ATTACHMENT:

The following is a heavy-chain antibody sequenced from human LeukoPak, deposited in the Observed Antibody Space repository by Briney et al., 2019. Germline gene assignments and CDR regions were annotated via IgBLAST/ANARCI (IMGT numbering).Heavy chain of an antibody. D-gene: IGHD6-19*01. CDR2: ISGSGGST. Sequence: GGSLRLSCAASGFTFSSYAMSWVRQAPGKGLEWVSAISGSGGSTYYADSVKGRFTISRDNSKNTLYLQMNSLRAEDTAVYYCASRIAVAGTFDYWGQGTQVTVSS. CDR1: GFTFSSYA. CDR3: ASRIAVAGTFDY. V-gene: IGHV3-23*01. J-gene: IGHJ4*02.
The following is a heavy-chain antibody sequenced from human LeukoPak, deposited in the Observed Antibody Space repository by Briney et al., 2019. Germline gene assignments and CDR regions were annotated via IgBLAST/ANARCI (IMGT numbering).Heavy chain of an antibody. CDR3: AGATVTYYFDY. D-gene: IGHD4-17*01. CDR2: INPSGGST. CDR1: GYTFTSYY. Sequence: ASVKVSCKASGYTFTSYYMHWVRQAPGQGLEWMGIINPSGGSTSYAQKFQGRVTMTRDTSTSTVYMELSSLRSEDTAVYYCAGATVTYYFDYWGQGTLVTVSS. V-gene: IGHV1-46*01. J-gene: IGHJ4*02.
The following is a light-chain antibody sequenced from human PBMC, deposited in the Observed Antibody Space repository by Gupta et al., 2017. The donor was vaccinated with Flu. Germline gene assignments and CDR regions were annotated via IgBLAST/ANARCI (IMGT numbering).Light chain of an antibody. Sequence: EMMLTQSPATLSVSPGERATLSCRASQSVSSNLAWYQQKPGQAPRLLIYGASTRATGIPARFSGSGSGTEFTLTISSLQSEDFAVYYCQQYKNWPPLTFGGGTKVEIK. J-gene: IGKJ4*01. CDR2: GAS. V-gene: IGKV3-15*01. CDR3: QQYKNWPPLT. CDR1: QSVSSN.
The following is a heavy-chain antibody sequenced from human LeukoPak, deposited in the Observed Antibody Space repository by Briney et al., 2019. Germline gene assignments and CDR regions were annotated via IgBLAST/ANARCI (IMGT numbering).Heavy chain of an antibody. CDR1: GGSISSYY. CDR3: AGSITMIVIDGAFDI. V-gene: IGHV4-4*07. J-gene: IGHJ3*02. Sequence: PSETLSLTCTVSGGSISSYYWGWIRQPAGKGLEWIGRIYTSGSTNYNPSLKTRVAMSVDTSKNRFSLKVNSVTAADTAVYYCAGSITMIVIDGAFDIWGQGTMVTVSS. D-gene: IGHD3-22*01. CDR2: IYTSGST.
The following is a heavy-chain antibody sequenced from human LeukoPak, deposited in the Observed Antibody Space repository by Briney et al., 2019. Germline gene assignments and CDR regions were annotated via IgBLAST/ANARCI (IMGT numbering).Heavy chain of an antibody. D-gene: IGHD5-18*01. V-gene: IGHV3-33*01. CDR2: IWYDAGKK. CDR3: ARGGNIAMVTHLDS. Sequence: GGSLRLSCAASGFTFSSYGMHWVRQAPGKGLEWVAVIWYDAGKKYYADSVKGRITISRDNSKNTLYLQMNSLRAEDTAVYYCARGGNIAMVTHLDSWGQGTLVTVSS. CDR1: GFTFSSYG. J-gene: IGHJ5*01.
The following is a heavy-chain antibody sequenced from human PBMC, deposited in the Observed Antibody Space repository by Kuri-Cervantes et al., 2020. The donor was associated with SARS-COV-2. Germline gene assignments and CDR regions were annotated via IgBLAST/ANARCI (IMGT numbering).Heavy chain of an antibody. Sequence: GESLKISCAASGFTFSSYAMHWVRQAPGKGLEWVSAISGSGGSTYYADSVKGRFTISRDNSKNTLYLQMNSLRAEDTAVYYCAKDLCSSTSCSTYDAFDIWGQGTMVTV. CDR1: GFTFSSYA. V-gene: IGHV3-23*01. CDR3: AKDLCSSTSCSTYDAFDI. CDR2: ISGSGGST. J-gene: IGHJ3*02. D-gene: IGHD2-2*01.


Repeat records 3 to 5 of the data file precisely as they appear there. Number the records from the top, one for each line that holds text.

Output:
The following is a light-chain antibody sequenced from human PBMC, deposited in the Observed Antibody Space repository by Gupta et al., 2017. The donor was vaccinated with Flu. Germline gene assignments and CDR regions were annotated via IgBLAST/ANARCI (IMGT numbering).Light chain of an antibody. Sequence: EMMLTQSPATLSVSPGERATLSCRASQSVSSNLAWYQQKPGQAPRLLIYGASTRATGIPARFSGSGSGTEFTLTISSLQSEDFAVYYCQQYKNWPPLTFGGGTKVEIK. J-gene: IGKJ4*01. CDR2: GAS. V-gene: IGKV3-15*01. CDR3: QQYKNWPPLT. CDR1: QSVSSN.
The following is a heavy-chain antibody sequenced from human LeukoPak, deposited in the Observed Antibody Space repository by Briney et al., 2019. Germline gene assignments and CDR regions were annotated via IgBLAST/ANARCI (IMGT numbering).Heavy chain of an antibody. CDR1: GGSISSYY. CDR3: AGSITMIVIDGAFDI. V-gene: IGHV4-4*07. J-gene: IGHJ3*02. Sequence: PSETLSLTCTVSGGSISSYYWGWIRQPAGKGLEWIGRIYTSGSTNYNPSLKTRVAMSVDTSKNRFSLKVNSVTAADTAVYYCAGSITMIVIDGAFDIWGQGTMVTVSS. D-gene: IGHD3-22*01. CDR2: IYTSGST.
The following is a heavy-chain antibody sequenced from human LeukoPak, deposited in the Observed Antibody Space repository by Briney et al., 2019. Germline gene assignments and CDR regions were annotated via IgBLAST/ANARCI (IMGT numbering).Heavy chain of an antibody. D-gene: IGHD5-18*01. V-gene: IGHV3-33*01. CDR2: IWYDAGKK. CDR3: ARGGNIAMVTHLDS. Sequence: GGSLRLSCAASGFTFSSYGMHWVRQAPGKGLEWVAVIWYDAGKKYYADSVKGRITISRDNSKNTLYLQMNSLRAEDTAVYYCARGGNIAMVTHLDSWGQGTLVTVSS. CDR1: GFTFSSYG. J-gene: IGHJ5*01.